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Changes in Ascorbic Acid Content of 'Elstar' and 'Jonagold' Apples Treated Pre- and Post-harvest with Ripening Inhibitors
- Neuwald, D.A., Streif, J.
- Acta horticulturae 2010 no.877 pp. 1275-1279
- 1-methylcyclopropene, air, apples, ascorbic acid, chemical inhibitors, cultivars, disease prevention, ethylene, human nutrition, ripening, temperature, trees, vitamin content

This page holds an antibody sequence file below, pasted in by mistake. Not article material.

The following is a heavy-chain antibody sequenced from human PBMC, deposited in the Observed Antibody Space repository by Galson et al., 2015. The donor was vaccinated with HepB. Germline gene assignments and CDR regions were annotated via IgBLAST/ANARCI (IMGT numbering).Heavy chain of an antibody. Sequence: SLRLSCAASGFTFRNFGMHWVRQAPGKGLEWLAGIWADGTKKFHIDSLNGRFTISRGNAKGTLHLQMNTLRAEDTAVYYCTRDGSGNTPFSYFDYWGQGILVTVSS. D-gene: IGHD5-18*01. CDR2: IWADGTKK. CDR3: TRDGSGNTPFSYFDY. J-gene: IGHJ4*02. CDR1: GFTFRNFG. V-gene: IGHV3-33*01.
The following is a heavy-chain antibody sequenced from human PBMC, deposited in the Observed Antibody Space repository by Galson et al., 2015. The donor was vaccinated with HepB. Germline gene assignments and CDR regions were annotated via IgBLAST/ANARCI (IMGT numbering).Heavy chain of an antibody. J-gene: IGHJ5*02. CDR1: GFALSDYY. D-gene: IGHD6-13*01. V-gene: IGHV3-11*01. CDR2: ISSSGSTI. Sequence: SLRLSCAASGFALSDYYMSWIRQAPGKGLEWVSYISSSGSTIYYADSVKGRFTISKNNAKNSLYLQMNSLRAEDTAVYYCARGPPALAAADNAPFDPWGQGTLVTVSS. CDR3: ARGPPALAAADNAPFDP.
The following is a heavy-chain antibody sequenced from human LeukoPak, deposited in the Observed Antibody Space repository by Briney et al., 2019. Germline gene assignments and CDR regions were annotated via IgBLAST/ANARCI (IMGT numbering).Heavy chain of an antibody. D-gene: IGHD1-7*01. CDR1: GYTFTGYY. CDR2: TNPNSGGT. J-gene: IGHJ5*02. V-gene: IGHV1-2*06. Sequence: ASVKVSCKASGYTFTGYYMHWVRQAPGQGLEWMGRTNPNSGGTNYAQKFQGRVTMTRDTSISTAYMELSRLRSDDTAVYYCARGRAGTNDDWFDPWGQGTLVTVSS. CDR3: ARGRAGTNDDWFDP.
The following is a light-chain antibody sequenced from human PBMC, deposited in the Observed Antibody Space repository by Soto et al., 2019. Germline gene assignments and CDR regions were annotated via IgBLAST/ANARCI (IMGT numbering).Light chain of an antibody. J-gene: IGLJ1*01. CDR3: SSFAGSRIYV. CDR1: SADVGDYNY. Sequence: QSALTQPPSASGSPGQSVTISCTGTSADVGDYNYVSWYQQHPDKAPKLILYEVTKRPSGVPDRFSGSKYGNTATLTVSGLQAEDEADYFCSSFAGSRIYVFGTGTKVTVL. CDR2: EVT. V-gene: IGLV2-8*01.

- Ascorbic acid (AA or vitamin C) is essential in human nutrition because of its well known health and disease prevention benefits. Apples can be a significant source of dietary vitamin C. The AA content of two important commercial apple cultivars, 'Elstar' and 'Jonagold', was followed for a few weeks directly before harvest and during a short postharvest period in regular air at two different temperatures: for up to three weeks at 20°C and for 12 weeks at 1°C. Changes in AA were also studied after the ethylene synthesis inhibitor AVG was applied pre-harvest and ethylene perception inhibitor 1-MCP was applied postharvest. AA content in untreated fruit before harvest was approximately constant, especially for 'Elstar'. However, AVG treatments applied some three or four weeks pre-harvest to apples on the tree resulted in around 10% higher AA content at harvest. Postharvest AA degradation in both cultivars was higher at 20°C than at 1°C, with 'Elstar' decreasing by some 60 to 80% and 'Jonagold' decreasing by some 30 to 60% in the three weeks following harvest. However, fruit held at 20°C plus an ethylene inhibitor treatment maintained a higher AA content: after three weeks apples treated with 1-MCP alone or with AVG plus 1-MCP showed nearly double the amount of AA compared to the untreated control or fruit treated only with pre-harvest AVG. After 12 weeks storage at 1°C, the postharvest degradation in AA was around 40% for both 'Elstar' and 'Jonagold'. The ripening inhibitors 1-MCP and AVG alone or in combination reduced AA losses under these conditions by around 10%. In general, apples treated with AVG plus 1-MCP or, to a similar extent, treated with 1-MCP alone showed the highest postharvest AA content. Higher AA concentrations in apples seem to be more a ripening retardation effect than a specific effect of either AVG or 1-MCP.